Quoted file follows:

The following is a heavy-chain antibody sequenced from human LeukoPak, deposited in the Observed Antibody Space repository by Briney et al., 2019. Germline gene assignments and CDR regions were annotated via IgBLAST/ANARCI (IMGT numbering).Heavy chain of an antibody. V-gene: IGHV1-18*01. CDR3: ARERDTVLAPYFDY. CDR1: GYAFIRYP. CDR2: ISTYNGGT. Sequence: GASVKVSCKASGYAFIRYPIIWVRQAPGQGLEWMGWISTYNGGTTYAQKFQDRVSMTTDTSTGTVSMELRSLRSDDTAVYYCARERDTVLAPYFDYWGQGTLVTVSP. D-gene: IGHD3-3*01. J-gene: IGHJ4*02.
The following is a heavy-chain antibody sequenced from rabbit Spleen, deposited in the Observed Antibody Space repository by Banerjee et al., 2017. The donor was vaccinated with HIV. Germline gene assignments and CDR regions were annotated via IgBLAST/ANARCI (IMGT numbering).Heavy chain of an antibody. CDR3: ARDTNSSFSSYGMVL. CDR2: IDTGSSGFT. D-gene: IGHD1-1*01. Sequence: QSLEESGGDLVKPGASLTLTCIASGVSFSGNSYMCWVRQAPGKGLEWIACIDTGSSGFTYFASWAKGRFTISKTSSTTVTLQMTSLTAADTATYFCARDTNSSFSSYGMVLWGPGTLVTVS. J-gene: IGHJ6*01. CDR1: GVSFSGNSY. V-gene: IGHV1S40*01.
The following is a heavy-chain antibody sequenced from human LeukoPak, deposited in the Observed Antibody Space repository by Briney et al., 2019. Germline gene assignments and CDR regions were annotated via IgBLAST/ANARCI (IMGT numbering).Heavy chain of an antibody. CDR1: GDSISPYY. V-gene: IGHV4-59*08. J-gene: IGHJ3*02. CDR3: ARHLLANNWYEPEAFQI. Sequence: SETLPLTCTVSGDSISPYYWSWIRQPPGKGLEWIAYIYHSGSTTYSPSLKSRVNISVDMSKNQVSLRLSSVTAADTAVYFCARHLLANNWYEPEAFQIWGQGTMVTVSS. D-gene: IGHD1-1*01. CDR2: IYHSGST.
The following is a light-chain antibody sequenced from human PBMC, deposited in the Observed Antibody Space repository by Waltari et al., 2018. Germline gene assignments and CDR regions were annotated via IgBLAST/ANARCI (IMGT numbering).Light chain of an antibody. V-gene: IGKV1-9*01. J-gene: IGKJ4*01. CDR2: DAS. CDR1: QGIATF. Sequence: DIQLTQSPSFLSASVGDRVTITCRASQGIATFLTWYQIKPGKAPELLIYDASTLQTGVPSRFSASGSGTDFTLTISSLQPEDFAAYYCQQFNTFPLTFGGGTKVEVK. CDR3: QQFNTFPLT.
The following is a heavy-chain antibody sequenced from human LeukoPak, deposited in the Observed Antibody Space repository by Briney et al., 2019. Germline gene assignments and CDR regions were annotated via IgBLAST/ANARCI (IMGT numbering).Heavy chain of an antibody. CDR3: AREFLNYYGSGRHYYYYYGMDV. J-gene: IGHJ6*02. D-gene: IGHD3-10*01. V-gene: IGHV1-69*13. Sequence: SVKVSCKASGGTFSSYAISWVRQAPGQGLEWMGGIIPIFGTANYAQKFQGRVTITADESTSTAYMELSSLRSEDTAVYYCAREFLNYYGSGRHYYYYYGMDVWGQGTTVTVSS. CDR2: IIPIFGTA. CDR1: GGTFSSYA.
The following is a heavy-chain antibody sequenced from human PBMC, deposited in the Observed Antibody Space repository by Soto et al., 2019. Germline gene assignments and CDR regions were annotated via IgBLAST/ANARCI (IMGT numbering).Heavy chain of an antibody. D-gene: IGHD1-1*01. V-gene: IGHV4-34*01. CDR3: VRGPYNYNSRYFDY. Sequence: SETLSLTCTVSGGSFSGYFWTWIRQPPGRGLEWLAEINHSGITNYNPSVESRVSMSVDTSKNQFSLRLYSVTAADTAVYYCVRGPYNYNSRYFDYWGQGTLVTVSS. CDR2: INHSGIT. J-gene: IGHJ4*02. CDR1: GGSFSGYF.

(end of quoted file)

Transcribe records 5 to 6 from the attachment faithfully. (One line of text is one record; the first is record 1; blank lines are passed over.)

The following is a heavy-chain antibody sequenced from human LeukoPak, deposited in the Observed Antibody Space repository by Briney et al., 2019. Germline gene assignments and CDR regions were annotated via IgBLAST/ANARCI (IMGT numbering).Heavy chain of an antibody. CDR3: AREFLNYYGSGRHYYYYYGMDV. J-gene: IGHJ6*02. D-gene: IGHD3-10*01. V-gene: IGHV1-69*13. Sequence: SVKVSCKASGGTFSSYAISWVRQAPGQGLEWMGGIIPIFGTANYAQKFQGRVTITADESTSTAYMELSSLRSEDTAVYYCAREFLNYYGSGRHYYYYYGMDVWGQGTTVTVSS. CDR2: IIPIFGTA. CDR1: GGTFSSYA.
The following is a heavy-chain antibody sequenced from human PBMC, deposited in the Observed Antibody Space repository by Soto et al., 2019. Germline gene assignments and CDR regions were annotated via IgBLAST/ANARCI (IMGT numbering).Heavy chain of an antibody. D-gene: IGHD1-1*01. V-gene: IGHV4-34*01. CDR3: VRGPYNYNSRYFDY. Sequence: SETLSLTCTVSGGSFSGYFWTWIRQPPGRGLEWLAEINHSGITNYNPSVESRVSMSVDTSKNQFSLRLYSVTAADTAVYYCVRGPYNYNSRYFDYWGQGTLVTVSS. CDR2: INHSGIT. J-gene: IGHJ4*02. CDR1: GGSFSGYF.